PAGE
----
Short Story about the Caribs


Writers’ fascination with the Caribs continue . . . this time in a short story by David Updike, son of the late John Updike, who is known primarily as an author of books for young adults, but has written fiction for a more mature audience. His first story collection, a slim one, Out on the Marsh, came out 21 years ago. It included 15 short stories, some of which originally appeared in The New Yorker, as had the work of his renowned father. A reviewer at The New York Times called the stories in this early collection “perceptive meditations on the passage from childhood to manhood.”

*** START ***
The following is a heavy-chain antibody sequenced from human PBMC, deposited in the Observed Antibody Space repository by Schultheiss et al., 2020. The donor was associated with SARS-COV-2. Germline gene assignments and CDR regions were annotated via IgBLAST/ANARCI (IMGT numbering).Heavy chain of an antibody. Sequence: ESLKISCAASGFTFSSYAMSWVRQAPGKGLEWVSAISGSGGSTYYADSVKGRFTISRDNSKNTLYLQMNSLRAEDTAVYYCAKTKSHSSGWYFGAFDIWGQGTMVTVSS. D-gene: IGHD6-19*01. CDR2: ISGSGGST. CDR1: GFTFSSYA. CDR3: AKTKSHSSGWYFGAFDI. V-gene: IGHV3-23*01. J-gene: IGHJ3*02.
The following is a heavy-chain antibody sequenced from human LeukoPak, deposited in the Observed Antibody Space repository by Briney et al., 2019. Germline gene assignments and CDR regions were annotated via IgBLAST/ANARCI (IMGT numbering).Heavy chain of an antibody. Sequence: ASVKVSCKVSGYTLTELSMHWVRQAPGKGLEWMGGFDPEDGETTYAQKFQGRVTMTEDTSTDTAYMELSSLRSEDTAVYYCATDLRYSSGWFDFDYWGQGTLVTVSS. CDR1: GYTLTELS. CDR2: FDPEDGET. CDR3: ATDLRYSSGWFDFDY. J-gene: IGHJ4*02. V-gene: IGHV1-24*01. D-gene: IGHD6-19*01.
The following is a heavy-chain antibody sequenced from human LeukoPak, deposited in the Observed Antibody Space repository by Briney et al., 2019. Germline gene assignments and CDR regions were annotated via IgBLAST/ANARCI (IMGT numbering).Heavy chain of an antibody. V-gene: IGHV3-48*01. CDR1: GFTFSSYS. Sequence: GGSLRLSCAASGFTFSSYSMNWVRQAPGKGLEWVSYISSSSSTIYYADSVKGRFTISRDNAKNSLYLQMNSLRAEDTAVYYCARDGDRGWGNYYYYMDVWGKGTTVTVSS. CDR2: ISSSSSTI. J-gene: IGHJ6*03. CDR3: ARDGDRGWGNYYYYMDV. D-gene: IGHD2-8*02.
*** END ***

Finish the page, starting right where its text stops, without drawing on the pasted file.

David Updike’s characters, a cosmopolitan mix of Brits, Bostonians, Danes, Pennsylvanians and Trinidadians, sometimes grapple with racial discrimination; others embrace tolerance. In “A Word with the Boy,” a father has to explain to his son why two London police officers have asked him to prove that his biracial son is indeed his.
In the best story, “Last of the Caribs,” Martin, 40 and married and at a conference in the Caribbean, has a summer affair with a married woman from Denmark.
Still, he lusts after a young Caribbean Indian girl, in a village where racial distrust is mutual. He suspects that the people thought “he was there to take things away — beads, baskets, photographs.”
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